Bespoke Seating Booth- Using the Client's Own Elm
This was a really unique part of the project- not the least because it uses the client's own elm, sourced from some trees he felled himself! Does it get any more personal than that for a furniture maker?
As the Elm needs around a year to acclimatise and dry before being milled for manufacture, this part of the design is somewhat far off, but the visualisations here were most instrumental in developing the design, and helping picture how it could be improved.
Initially Graeme had a sketch design of this area, along with the overall scale and the seating layout, but seeing the visuals helped explore some other ways to look at it- the extended worktop behind the seats was formerly carried on at the same height as the existing iroko top, but seeing how it looked Graeme came up with the idea of raising the chair backs higher up, to give more back support and a more graceful proportion that is reminiscent of Charles Rennie Mackintosh chairs. There was also the idea of incorporating a small drawer into the area beneath the chairs to give extra storage, and the visuals were easily amended to show how this could look...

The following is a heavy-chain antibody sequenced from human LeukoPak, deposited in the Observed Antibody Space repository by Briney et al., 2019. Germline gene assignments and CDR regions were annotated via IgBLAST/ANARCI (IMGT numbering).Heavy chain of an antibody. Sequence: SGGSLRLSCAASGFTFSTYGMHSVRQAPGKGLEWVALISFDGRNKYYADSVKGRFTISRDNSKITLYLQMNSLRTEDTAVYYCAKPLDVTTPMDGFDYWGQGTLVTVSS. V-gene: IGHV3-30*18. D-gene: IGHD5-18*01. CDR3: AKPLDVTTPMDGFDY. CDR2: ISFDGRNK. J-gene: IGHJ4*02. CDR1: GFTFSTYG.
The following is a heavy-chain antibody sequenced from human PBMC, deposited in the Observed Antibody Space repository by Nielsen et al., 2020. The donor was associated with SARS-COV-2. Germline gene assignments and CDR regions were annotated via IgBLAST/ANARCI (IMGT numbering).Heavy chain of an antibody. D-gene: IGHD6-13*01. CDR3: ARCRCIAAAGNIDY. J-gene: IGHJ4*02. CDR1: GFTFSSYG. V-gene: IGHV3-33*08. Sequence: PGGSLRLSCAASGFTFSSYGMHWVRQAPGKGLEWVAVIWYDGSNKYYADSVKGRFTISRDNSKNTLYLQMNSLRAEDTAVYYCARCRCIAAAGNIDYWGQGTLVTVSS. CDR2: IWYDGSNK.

See the before and after below:
Also, if you have't come across Lethenty Cabinetmakers' page, you should definitely check them out for some truly stunning kitchen and furniture projects: Lethenty Mill Website
Graeme and the team have also been shortlisted for a Trades award this year, under the Home/Building Improvement, Interiors category, so you are bound to see and hear a lot more of them over the following months!
Until next time,